I have the happy problem of having 4 items juried into Pacific International Quilt Festival. The “problem” part comes in because that involves some mundane tasks: sleeving, blocking, labeling, shipping and making sure there are no Basset hairs, stray threads or popped seams.
So I thought I’d show how I block my quilts. I always, always block anything larger than say 24″ square, because the intense stitching that I do tends to make them a bit wonky. It’s not that hard to block a quilt. I do start out with a “foot wash” in a deep bathtub with cool water and Orvis soap. “Foot washed” is like “hand washed” except I swirl it around gently in the tub with my feet-way easier on the back. I will swirl it around constantly and gently for about 10-12 minutes, then rinse 3 times. I gently but firmly squish it, (NO wringing!), until I have the excess water out. I then toss it in the dryer with a flannel sheet and let it tumble just a bit-10 minutes or so. I place it on the area that I will block it on and gently pull it into position. The area that I block in is: where Basset Boy is least likely to lay, in an area that is hotter than the rest of the house, without any direct sunshine. I first lay out my blocking boards: two Dritz foldable “cutting boards”. They’re great because they have the grids marked on them. I secure them into the carpet with sturdy straight pins.Don’t panic if you get this: after I carefully blocked the outside of the quilt, I had a bit of a lump in the middle. I know this will go away, no sweat.I secure it with the sturdy straight pins every inch and a half or so, adding more where it’s clearly misbehaving.I also make sure that the inner borders are laying straight and true by using my 22 1/2″ square Omnigrid ruler and I pin that area in place. For some reason, one of the seams on the borders was pulling, so I worked on it too, making sure it was going to lay straight.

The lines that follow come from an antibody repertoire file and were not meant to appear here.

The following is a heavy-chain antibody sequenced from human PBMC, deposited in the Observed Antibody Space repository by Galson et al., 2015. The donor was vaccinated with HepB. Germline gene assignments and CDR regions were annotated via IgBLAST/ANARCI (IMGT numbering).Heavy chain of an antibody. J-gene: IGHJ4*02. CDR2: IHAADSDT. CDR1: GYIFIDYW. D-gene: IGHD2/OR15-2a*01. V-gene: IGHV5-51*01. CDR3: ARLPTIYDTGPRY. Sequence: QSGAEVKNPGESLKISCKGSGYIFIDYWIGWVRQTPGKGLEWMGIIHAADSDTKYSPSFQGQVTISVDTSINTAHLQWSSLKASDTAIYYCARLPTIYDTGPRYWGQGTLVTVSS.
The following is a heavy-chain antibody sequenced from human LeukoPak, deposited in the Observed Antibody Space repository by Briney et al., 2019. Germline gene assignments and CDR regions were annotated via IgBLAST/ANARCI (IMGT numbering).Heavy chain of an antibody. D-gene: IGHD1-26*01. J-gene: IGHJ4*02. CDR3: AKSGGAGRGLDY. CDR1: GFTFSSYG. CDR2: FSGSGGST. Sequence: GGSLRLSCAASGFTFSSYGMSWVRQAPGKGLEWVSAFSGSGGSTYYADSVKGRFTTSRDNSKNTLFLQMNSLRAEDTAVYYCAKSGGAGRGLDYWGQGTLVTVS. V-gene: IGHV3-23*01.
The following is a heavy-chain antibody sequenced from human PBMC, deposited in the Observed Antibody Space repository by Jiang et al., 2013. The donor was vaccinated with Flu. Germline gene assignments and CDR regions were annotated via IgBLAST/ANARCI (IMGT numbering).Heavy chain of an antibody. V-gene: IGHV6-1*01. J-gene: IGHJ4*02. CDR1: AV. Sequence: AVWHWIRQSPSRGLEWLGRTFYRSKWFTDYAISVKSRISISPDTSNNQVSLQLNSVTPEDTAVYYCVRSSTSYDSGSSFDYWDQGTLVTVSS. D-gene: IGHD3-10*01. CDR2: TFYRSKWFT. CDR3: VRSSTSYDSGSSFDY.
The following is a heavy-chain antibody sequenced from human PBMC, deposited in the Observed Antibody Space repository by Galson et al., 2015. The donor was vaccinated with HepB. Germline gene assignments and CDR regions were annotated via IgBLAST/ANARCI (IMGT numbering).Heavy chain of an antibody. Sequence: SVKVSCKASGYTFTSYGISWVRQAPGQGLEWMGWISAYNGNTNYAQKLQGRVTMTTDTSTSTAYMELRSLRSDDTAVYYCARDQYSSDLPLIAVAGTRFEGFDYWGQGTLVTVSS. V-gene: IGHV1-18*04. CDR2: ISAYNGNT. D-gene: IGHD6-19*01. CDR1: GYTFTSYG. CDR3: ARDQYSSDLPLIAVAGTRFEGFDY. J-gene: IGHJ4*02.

I let all this sit until it dries. If by any chance there is still lumping, I will steam it directly with my iron, patting with my hand to coax it into place.
This is a fairly easy and straight forward process and I think the results are worth it. I DO NOT want my quilt hanging all wonky at a show! I see that a lot and I am pretty sure all those wavy quilts would lie flat and straight if they were blocked. Why give the judges the opportunity to give you that dreaded comment: “Quilt should lay straight and flat”. Not that I’ve ever received that comment….